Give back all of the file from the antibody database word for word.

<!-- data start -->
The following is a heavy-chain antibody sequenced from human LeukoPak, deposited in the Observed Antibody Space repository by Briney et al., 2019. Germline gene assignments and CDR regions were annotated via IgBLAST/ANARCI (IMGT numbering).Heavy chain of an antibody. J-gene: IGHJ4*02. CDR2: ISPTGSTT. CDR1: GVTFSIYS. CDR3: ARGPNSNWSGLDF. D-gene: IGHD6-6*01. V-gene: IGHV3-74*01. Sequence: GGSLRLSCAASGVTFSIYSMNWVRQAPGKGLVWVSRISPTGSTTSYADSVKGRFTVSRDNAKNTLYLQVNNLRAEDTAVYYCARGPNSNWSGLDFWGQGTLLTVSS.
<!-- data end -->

The following is a heavy-chain antibody sequenced from human LeukoPak, deposited in the Observed Antibody Space repository by Briney et al., 2019. Germline gene assignments and CDR regions were annotated via IgBLAST/ANARCI (IMGT numbering).Heavy chain of an antibody. J-gene: IGHJ4*02. CDR2: ISPTGSTT. CDR1: GVTFSIYS. CDR3: ARGPNSNWSGLDF. D-gene: IGHD6-6*01. V-gene: IGHV3-74*01. Sequence: GGSLRLSCAASGVTFSIYSMNWVRQAPGKGLVWVSRISPTGSTTSYADSVKGRFTVSRDNAKNTLYLQVNNLRAEDTAVYYCARGPNSNWSGLDFWGQGTLLTVSS.